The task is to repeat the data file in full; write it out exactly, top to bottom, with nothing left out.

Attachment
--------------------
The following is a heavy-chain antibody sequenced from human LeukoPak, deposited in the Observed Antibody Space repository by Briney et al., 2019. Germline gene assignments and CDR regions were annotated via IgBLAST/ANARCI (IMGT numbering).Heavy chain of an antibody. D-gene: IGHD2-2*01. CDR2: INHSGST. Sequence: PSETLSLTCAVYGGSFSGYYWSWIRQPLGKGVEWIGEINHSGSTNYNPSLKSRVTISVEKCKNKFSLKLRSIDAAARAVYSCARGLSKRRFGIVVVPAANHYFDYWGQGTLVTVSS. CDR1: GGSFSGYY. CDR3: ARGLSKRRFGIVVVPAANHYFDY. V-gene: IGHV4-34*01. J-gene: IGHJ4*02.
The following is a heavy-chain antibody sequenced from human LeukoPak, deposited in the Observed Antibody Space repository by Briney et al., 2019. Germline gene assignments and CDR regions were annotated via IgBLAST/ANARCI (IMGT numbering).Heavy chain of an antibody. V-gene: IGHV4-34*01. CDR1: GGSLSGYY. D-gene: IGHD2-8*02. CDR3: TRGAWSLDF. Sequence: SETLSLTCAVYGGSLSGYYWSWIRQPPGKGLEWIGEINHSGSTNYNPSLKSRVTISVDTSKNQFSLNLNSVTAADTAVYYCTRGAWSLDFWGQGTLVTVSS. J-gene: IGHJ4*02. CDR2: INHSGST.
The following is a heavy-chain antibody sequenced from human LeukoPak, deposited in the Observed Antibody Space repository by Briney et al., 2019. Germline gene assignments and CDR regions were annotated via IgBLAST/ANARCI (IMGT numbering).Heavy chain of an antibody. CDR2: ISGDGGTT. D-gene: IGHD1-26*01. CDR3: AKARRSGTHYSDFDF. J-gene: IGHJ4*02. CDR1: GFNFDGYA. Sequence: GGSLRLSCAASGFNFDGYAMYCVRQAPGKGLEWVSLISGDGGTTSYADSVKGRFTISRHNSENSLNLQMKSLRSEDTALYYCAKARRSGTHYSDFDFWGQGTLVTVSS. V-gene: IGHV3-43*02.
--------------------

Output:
The following is a heavy-chain antibody sequenced from human LeukoPak, deposited in the Observed Antibody Space repository by Briney et al., 2019. Germline gene assignments and CDR regions were annotated via IgBLAST/ANARCI (IMGT numbering).Heavy chain of an antibody. D-gene: IGHD2-2*01. CDR2: INHSGST. Sequence: PSETLSLTCAVYGGSFSGYYWSWIRQPLGKGVEWIGEINHSGSTNYNPSLKSRVTISVEKCKNKFSLKLRSIDAAARAVYSCARGLSKRRFGIVVVPAANHYFDYWGQGTLVTVSS. CDR1: GGSFSGYY. CDR3: ARGLSKRRFGIVVVPAANHYFDY. V-gene: IGHV4-34*01. J-gene: IGHJ4*02.
The following is a heavy-chain antibody sequenced from human LeukoPak, deposited in the Observed Antibody Space repository by Briney et al., 2019. Germline gene assignments and CDR regions were annotated via IgBLAST/ANARCI (IMGT numbering).Heavy chain of an antibody. V-gene: IGHV4-34*01. CDR1: GGSLSGYY. D-gene: IGHD2-8*02. CDR3: TRGAWSLDF. Sequence: SETLSLTCAVYGGSLSGYYWSWIRQPPGKGLEWIGEINHSGSTNYNPSLKSRVTISVDTSKNQFSLNLNSVTAADTAVYYCTRGAWSLDFWGQGTLVTVSS. J-gene: IGHJ4*02. CDR2: INHSGST.
The following is a heavy-chain antibody sequenced from human LeukoPak, deposited in the Observed Antibody Space repository by Briney et al., 2019. Germline gene assignments and CDR regions were annotated via IgBLAST/ANARCI (IMGT numbering).Heavy chain of an antibody. CDR2: ISGDGGTT. D-gene: IGHD1-26*01. CDR3: AKARRSGTHYSDFDF. J-gene: IGHJ4*02. CDR1: GFNFDGYA. Sequence: GGSLRLSCAASGFNFDGYAMYCVRQAPGKGLEWVSLISGDGGTTSYADSVKGRFTISRHNSENSLNLQMKSLRSEDTALYYCAKARRSGTHYSDFDFWGQGTLVTVSS. V-gene: IGHV3-43*02.